Looking Back and Ahead: What to Make of MBB

By Eric Rynston-Lobel

Over two months ago, I did something I don’t ordinarily do: write a story based more on anger and frustration than logic and reason.

After Northwestern Men’s Basketball opened its season with an inexcusable 71-61 loss at home to Merrimack, a program in its first season playing Division I basketball, I along with most other Wildcats’ fans were tired of it. Tired of the promise that has surrounded each team since the program’s historic run to the NCAA Tournament in 2017 evaporating year after year. Tired of the agony of consistently losing close games. Tired of watching teams with loads of talent fail to even come close to meeting exepectations.

In November, I wrote:

“Sure, it’s one game, and it’s hard to draw accurate conclusions to extrapolate onto an entire season. That doesn’t matter. The definition of insanity is doing the same thing over and over again and expecting a different result.

And this right now is nearing insanity.”

Now that there’s a larger sample to work with, I want to look back at how the 2019-20 season has progressed, and double down on the concerns I vented in that story.

We thought it couldn’t get worse than losing at home to Merrimack by double digits, but then Radford came to Welsh-Ryan and won by 11. After that, it seemed Chris Collins’ team had figured out how to win: most notably in its defeat of Bradley at the Fort Myers’ Invitational 78-51 and a 72-54 win against SIU-Edwardsville, the kinds of results we should’ve seen from the ‘Cats against Merrimack and Radford.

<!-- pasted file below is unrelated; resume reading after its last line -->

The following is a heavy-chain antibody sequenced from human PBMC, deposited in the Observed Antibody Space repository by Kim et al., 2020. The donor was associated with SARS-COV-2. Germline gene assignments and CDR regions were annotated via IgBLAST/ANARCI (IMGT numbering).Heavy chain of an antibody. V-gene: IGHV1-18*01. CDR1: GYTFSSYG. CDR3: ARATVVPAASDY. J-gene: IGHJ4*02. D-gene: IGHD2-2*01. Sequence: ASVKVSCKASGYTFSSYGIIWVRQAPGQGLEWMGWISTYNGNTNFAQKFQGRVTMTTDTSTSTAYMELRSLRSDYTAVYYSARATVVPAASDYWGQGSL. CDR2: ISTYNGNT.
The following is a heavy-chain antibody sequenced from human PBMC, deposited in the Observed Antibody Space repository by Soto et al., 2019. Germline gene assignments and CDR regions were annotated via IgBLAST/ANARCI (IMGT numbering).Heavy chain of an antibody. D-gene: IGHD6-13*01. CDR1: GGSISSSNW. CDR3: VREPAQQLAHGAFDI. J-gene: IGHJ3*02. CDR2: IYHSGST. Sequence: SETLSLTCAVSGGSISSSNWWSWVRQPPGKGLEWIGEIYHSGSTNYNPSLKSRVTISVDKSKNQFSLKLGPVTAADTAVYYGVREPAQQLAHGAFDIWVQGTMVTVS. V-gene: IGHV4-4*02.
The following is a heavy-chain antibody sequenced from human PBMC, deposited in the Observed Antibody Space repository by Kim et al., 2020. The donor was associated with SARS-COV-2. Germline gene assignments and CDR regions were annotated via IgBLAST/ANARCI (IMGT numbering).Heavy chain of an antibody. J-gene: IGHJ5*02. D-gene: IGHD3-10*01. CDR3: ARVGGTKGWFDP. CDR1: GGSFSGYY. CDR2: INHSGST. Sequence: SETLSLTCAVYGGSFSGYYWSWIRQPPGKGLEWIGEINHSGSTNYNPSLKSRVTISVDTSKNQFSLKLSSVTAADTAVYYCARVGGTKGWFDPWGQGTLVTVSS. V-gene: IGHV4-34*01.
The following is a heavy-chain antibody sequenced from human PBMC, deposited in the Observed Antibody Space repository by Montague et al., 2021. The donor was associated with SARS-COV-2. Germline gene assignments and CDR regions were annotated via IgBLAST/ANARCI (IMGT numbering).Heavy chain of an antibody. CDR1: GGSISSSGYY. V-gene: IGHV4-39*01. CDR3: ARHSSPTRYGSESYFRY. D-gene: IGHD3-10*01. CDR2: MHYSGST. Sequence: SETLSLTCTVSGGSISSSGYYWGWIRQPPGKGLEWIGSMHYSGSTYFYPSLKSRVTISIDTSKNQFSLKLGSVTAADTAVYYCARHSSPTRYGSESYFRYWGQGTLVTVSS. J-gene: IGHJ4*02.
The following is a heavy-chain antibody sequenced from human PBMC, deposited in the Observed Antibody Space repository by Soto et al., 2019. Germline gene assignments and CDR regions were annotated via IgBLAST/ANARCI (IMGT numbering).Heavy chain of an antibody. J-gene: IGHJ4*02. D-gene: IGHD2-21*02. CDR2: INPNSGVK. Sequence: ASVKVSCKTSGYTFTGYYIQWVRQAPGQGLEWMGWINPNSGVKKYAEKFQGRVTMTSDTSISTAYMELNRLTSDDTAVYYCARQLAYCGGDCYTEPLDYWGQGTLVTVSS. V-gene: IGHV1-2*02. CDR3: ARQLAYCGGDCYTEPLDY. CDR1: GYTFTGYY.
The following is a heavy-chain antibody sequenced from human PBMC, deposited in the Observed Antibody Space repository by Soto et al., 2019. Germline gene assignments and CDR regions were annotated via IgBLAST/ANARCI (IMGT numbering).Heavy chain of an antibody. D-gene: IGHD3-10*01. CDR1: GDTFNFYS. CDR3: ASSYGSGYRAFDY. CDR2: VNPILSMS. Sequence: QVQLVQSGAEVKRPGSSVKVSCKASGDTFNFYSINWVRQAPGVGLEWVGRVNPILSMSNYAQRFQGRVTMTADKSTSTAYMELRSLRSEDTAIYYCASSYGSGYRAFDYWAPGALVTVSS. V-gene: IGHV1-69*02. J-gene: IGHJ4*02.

Then came the most promising moment in my opinion: a 77-72 loss at home to Michigan State, a team that entered the game as 12-point road favorites. First-year Boo Buie outscored Cassius Winston 26-21, and the offense came alive in the second half with 45 points. Sure, the game still ended in a loss, but the fact that the team pushed the Spartans to their limit, was a point of optimism. Since then, it’s all gone wrong.

At the time, Northwestern’s 83-76 loss at DePaul four days after the Michigan State loss didn’t seem so bad. DePaul entered the matchup 11-1, receiving votes in the AP Top 25, and once again, the ‘Cats hung with a good team. In fact, they led 72-71 with just over three minutes remaining. But late-game struggles again plagued NU. I was willing to write it off as a “good loss” at the time.